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Solution for Sheep affected by Nasal Bots

Nasal bots are often thought of as atype of worn that occurs in the nose, and causingsymptoms such as continuous sneezing and a runny nasal discharge. In reality, however, it is the larvae of the nasal bot fly (Ostrusovis) that shed their skin in thenasal cavities, nasal passages and head cavities during maturation, so as to complete its lifestyle.

The fly is well-known across the world and is a source of irritation in sheep, goats and somegame species.

Cases have been also recorded of ophthalmomyiasis, conjunctivitis and eye catarrh in people, because of the presence of the fly larvae in the eye. Initially, people were only affected if they lived and worked on farms, but recent cases have also been observed in the city dwellers. Once the larvae have been removed, the symptoms clear up quickly.

Runny nose with discharge

Animals infested by nasal bot usually exhibit a slimy, purulent nasal discharge. The mucous membranes of the nose are swollen, and erosion lesions are visible. The presence of larvae causes pressure on the mucous membranes and the larvae causes’ pressure on the mucous membranes and the larvae secrete enzymes, enabling them to move upwards in the passages.

There is proof that sheep develop hypersensitivity when larvae are present. This leads to an excessive immune response that further damages their tissue. Sometimes the larvae migrate through the nasal passage to the brain, lesions occur in the cerebral cortex and neurons are broken down.

Neurological signs are noticed and are typical of the signs seen in so-called gid or turning disease. To control spring and summer infestations, it is recommended that a treatment is administered at the end of October and again in March. Ewes need to be treated before lambing and rams before the mating season, so as to ensure a strong sense of smell.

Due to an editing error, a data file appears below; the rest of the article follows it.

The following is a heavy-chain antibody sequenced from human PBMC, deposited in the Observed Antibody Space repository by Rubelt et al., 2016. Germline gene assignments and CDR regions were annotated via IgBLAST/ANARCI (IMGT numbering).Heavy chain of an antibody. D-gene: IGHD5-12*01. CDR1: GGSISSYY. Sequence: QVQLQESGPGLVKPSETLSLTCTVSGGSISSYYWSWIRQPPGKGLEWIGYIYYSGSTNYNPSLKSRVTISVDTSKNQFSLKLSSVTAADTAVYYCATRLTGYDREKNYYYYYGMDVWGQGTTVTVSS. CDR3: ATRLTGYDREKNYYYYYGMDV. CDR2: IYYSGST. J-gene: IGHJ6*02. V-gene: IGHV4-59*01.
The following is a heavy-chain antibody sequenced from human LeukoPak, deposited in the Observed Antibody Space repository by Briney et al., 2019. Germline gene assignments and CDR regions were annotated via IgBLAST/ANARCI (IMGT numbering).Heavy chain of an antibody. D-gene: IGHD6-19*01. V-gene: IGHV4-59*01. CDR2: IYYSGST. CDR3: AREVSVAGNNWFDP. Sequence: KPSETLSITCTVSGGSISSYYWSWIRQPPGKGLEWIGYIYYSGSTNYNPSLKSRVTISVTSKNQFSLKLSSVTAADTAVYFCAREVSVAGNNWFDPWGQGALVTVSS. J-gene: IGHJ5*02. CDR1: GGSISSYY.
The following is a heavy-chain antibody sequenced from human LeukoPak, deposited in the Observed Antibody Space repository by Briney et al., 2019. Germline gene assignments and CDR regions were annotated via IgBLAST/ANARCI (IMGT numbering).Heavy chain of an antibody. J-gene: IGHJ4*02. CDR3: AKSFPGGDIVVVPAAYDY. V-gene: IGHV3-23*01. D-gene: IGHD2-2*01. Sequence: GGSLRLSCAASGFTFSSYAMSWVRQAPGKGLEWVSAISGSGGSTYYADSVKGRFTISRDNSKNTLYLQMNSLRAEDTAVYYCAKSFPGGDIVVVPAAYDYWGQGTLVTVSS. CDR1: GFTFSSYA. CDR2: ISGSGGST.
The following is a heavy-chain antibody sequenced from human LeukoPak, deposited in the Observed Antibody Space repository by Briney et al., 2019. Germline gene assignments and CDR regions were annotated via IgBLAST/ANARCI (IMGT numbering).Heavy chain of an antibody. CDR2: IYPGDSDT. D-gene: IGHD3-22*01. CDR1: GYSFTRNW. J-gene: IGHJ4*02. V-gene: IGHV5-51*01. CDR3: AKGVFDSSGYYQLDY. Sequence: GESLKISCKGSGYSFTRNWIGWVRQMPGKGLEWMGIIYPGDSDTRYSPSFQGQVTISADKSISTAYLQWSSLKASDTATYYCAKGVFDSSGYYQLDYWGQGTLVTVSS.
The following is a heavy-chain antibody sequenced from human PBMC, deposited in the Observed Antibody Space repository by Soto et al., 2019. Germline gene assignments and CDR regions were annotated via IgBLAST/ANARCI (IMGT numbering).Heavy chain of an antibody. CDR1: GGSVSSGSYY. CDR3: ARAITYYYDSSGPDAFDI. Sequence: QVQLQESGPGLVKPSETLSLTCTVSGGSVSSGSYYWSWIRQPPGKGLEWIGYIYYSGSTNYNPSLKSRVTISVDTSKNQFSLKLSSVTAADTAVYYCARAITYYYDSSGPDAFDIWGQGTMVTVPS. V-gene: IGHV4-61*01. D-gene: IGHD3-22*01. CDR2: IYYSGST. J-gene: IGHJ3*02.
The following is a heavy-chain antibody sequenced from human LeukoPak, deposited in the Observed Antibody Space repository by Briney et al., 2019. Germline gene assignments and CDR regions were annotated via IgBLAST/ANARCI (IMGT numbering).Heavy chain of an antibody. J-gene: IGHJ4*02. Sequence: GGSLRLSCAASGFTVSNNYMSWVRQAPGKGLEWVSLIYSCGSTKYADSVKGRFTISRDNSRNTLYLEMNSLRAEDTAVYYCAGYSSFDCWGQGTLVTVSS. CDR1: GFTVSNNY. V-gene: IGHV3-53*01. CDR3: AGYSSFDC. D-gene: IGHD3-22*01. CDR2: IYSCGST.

Lambs must be treated to prevent weight loss. Injectable products containing vermectin (e.g. Ecomectin 1% G2275) are effective in killing nasal bot larvae.

Oral treatment of sheep and goats with products containing rafoxanide (e.g. TramisolPlus G1830), closantel, ivermectin (e.g. Ecomectin Sheep Drench G2630) or moxidectin (e.g. Mozxiben G4040) can also be administered.It is important to keep in mind that an improvement will only be seen 3 days after treatment. It can even take longer, as the dead larvae need to be secreted and inflammation in the mucous membranes must subside.

In summer, nasal bots can be fended off by treating sheep with a deltamethrin-containing dip (e.g. Clout G1447, Decaspot G3433, Decatix 3 G1348, or Triatix plus G3434) on the heads.                                                            For source of reference or more information, contact an afrvet representative or visit:                                         www.afrivet.co.za

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